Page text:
A part of me would like to avoid personal emails completely during this period, but that would not be possible for me due to familial and friendship obligations. I see myself just checking once a day, or once every other day, just to see if I can. Perhaps when I have another vacation in the future, I can retreat from my personal emails completely too, but it seems too radical a concept for me at this time.
We are all so connected to each other via the web, but not so much in person; the Internet is our substitute for most communications these days. When there is no Internet access, we often find ourselves lost if we do not turn on our computers, laptops and/or phones to see what is going on. I look forward to transforming any lost feelings I may have into those of freedom from “the machine.”
Would you ever take a break from email?
As I mentioned last week, this year hasn't been the absolute best. I've always wondered what exactly motivates people to drastically change their look, and then I got the urge to do it myself. I suppose it's not completely drastic... I didn't, for example, tattoo and/or pierce my entire body or have plastic surgery or anything like that. But I did chop off my hair. Oh, and I got purple streaks put in it.
I haven't had hair this short since the 5th grade and I haven't had any color in it since high school, so it's definitely a change. A lot of my friends are shocked that it's so short (it's at about chin level) because I'm generally known for having my hair at least medium length, if not longer. I've gotten comments from strangers telling me how cool my purple hair looks and asking me how and where I got it done. The fun thing about the color is that depending on the lighting, it can be subtle and only look a shade different from my black hair, or it can look like my head's on fire with bright purple flames. At least it keeps people guessing.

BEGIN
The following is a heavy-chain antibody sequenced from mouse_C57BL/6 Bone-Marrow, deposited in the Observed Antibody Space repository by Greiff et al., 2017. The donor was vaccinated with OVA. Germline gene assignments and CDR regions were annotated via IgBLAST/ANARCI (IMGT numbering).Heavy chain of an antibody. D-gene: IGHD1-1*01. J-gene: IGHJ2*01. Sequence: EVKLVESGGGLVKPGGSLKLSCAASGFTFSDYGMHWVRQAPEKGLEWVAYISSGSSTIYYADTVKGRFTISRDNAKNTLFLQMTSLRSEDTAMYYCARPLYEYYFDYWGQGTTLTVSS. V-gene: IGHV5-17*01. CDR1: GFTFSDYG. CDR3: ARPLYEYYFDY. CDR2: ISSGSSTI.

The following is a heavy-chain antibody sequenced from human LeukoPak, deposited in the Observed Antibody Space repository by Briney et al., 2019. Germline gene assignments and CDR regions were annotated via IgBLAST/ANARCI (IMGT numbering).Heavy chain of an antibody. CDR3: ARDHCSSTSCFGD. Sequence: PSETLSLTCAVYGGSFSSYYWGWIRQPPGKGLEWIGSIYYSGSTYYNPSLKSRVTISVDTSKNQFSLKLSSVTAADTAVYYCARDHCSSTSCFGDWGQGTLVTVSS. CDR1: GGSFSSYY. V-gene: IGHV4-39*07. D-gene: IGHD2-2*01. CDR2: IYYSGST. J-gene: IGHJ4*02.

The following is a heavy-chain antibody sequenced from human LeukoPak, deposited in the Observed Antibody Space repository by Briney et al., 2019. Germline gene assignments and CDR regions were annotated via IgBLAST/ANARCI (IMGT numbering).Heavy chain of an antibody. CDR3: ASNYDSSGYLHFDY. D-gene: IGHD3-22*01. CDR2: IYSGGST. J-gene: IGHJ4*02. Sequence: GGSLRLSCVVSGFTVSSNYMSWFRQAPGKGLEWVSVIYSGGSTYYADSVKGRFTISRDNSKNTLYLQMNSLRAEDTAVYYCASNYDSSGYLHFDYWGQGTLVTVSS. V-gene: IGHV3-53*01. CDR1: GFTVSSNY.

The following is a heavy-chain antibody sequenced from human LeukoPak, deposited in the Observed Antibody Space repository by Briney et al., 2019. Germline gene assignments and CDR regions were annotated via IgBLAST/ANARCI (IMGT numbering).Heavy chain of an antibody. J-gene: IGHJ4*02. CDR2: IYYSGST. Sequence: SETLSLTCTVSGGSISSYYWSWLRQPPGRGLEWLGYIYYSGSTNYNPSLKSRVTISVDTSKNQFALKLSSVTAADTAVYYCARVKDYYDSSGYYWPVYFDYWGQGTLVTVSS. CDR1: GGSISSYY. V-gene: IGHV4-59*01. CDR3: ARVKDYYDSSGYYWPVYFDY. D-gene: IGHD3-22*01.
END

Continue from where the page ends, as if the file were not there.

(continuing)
It's interesting how changing something about your appearance helps you take on a new attitude. I feel ready for 2011 and whatever it throws my way. I'm not sure if I'll keep my hair this way once it starts to grow out, but it's been a lot of fun so far. If nothing else, it's been a great conversation piece when meeting people.
Have you ever changed your appearance to change your outlook?
I've got my tree. I've made my plans, but I'm not quite feeling the holiday spirit yet. However, I do find that the holiday spirits are flowing freely. It's that time of year--attending holiday parties, stocking up on wine for Christmas dinner, making New Year's Eve plans, chilling champagne. The time has nearly come to roll out the rum-laced egg nog and hide the car keys.
As far as my personal plans go, this is an exaggeration--my family are not big drinkers--but I find that the longer I live away from home, the more I've become aware of other people's holiday traditions--many of which center on imbibing festive beverages of all sorts. I admit I feel a certain romantic envy for that kind of holiday--boozing it up in front of a roaring fire, surrounded by people you love, eating and drinking until you can barely move for being so comfortable and sated.
I know that the rosy picture in my mind isn't always how things shape up. For all the lovely stories people tell, I've heard as many friends describe hurtful encounters involving tipsy slips of the tongue, inebriated arguments, or a feeling of needing to be three sheets to the wind to even get through all the wonderful family togetherness. Not very romantic.